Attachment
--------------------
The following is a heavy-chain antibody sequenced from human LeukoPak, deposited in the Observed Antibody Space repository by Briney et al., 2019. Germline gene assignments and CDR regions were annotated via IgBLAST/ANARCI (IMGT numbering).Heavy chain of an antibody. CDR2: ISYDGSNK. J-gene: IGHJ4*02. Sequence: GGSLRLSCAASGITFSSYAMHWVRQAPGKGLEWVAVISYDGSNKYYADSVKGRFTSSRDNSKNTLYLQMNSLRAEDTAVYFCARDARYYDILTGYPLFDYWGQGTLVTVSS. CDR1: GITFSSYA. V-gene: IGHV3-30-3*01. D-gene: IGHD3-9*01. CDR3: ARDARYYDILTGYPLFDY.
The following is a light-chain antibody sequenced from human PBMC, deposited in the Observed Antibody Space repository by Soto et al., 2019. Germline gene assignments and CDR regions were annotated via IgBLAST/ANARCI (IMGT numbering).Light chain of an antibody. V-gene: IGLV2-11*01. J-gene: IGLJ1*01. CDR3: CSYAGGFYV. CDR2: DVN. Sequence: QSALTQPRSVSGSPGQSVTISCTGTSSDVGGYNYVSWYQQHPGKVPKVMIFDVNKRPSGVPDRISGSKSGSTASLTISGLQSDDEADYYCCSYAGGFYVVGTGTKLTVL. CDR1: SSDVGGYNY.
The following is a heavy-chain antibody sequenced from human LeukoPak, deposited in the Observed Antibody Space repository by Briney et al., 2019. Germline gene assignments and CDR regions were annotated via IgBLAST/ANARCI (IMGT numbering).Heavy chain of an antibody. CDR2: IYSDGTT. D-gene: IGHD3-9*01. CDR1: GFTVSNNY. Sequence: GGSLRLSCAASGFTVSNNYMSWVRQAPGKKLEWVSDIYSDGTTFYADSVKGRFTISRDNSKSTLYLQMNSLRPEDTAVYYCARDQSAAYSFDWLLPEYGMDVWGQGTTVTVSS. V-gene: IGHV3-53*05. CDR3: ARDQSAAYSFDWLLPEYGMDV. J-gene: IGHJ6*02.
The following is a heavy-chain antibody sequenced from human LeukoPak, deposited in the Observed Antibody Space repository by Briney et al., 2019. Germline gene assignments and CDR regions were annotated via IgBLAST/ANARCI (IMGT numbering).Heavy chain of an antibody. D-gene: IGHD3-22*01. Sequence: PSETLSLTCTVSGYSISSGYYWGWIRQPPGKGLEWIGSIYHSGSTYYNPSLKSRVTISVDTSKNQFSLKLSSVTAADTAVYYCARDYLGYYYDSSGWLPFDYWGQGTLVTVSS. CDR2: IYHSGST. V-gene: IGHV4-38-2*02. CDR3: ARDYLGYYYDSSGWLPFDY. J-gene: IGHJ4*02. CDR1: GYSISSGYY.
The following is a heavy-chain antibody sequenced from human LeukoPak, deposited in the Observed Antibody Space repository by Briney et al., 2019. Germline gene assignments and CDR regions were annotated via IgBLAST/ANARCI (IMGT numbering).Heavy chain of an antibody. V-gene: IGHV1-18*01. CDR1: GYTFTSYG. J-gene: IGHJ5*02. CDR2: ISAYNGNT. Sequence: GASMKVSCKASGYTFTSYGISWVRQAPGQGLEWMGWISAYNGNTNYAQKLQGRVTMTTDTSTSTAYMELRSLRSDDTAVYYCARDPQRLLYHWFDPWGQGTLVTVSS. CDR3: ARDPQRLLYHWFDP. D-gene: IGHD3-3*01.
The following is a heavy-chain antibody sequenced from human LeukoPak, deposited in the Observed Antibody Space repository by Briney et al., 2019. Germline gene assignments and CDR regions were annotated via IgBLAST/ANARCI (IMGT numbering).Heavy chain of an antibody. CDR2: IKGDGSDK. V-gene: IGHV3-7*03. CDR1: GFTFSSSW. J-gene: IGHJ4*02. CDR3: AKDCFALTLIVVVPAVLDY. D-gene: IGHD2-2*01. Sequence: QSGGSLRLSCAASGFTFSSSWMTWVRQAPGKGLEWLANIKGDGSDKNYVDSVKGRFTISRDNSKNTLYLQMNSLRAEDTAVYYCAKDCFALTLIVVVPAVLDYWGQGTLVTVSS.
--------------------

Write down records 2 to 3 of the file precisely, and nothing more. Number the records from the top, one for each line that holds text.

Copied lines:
The following is a light-chain antibody sequenced from human PBMC, deposited in the Observed Antibody Space repository by Soto et al., 2019. Germline gene assignments and CDR regions were annotated via IgBLAST/ANARCI (IMGT numbering).Light chain of an antibody. V-gene: IGLV2-11*01. J-gene: IGLJ1*01. CDR3: CSYAGGFYV. CDR2: DVN. Sequence: QSALTQPRSVSGSPGQSVTISCTGTSSDVGGYNYVSWYQQHPGKVPKVMIFDVNKRPSGVPDRISGSKSGSTASLTISGLQSDDEADYYCCSYAGGFYVVGTGTKLTVL. CDR1: SSDVGGYNY.
The following is a heavy-chain antibody sequenced from human LeukoPak, deposited in the Observed Antibody Space repository by Briney et al., 2019. Germline gene assignments and CDR regions were annotated via IgBLAST/ANARCI (IMGT numbering).Heavy chain of an antibody. CDR2: IYSDGTT. D-gene: IGHD3-9*01. CDR1: GFTVSNNY. Sequence: GGSLRLSCAASGFTVSNNYMSWVRQAPGKKLEWVSDIYSDGTTFYADSVKGRFTISRDNSKSTLYLQMNSLRPEDTAVYYCARDQSAAYSFDWLLPEYGMDVWGQGTTVTVSS. V-gene: IGHV3-53*05. CDR3: ARDQSAAYSFDWLLPEYGMDV. J-gene: IGHJ6*02.